by Patrick Bernardy
“You’re so pale. Ugly and pale. You know that, right?”
Agnes turned her head and glared at the raven. Its beak was closed, and its beady eyes gazed at her without emotion. It didn’t even give her the satisfaction of looking smug. She turned back to the mirror.
The bird was right, though. She was ugly and pale. Pale like an apparition. Her nose was grotesquely upturned, the nostrils two unsightly ovals in the middle of an unattractive face; irises the color of runny shit, and eyelids with no lashes; lips so thin, the color of a mild bruise.
“Yes, you know that,” the raven said. “You've been ugly since the day you were born. Other children ran from you, called you ‘Ugly Duckling.’ You remember?”
Agnes shifted her position in front of the dresser so she could see the bird in the mirror. “Shut up!”
The raven obeyed.
“It's not going to work, Agnes. Nothing ever will. You'll always be ugly!”
Again in front of her mirror, Agnes was applying lipstick. She rolled her eyes and turned to face the bird. “It'll work, this time. You watch and see!”
She turned back and began teasing her hair. The show started at eight, and she didn’t want to keep her new friend waiting.
“You've had dates before,” the bird continued. “A few firsts, but never seconds. They only agree to go out with you because they feel sorry for you. You tried to kiss one, once, remember? What did he do?”
“He threw up on me.”
“Yes, you made him puke, you’re so ugly.”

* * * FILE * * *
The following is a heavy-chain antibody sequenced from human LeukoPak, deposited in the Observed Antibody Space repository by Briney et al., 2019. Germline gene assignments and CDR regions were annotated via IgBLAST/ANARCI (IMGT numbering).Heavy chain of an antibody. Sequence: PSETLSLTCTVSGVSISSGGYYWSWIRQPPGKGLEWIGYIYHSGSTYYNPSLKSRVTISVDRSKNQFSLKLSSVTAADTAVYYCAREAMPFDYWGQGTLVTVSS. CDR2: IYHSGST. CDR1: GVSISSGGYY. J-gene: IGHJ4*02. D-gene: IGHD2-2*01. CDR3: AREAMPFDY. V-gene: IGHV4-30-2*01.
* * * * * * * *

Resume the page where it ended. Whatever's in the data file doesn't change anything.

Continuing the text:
“That's not why he threw up. He'd been drinking.”
“You'll never get one back here, you know.”
Agnes closed her eyes and took a deep breath.
“You realize you're hideous, even with all that whore-paint?”
She turned and threw the brush at the raven, missing it by a foot. It mocked her with its silence and stillness. This time, it would work. “Just watch and see.”
The woman’s name was Anna, and she was only a little late. She was blonde and petite, so pretty that Agnes could only stare at her as she rambled on about her university classes. They had met at a local coffee-house and struck up a conversation, Agnes feeling bold after a strong latte.
They had one thing in common: a love for gothic horror and the stories of Edgar Allan Poe, and this topic kept them talking for over an hour. Agnes had been shocked when Anna invited her to the movies; she didn’t seem to mind her appearance at all. In fact, she seemed attracted to her conversation.
After the movie, she felt spellbound by Anna. “I have an original copy of The Raven and Other Poems,” Agnes told her outside the theater.
“No, I do. Copy from 1845, the year it was first published. Would you like to see it?”
“You have it with you?”
“No, it's at my house.”
Anna seemed hesitant.
“I also have some awesome gourmet coffee and a really good stereo system. We can talk.”
“Yeah, okay,” Anna agreed.
“Poe wrote that the most sublime subject in literature is the death of a beautiful woman, the only topic worthy of poetry,” Agnes said, smiling down at Anna. She straddled the woman’s waist on her bed, caressing her cheek lovingly. “Have you heard that?”
“How can she answer you if you have her drugged?” the raven asked beside her.
Agnes turned and faced the bird. “The question was rhetorical, bird-brain. She's a literature major and would know that.”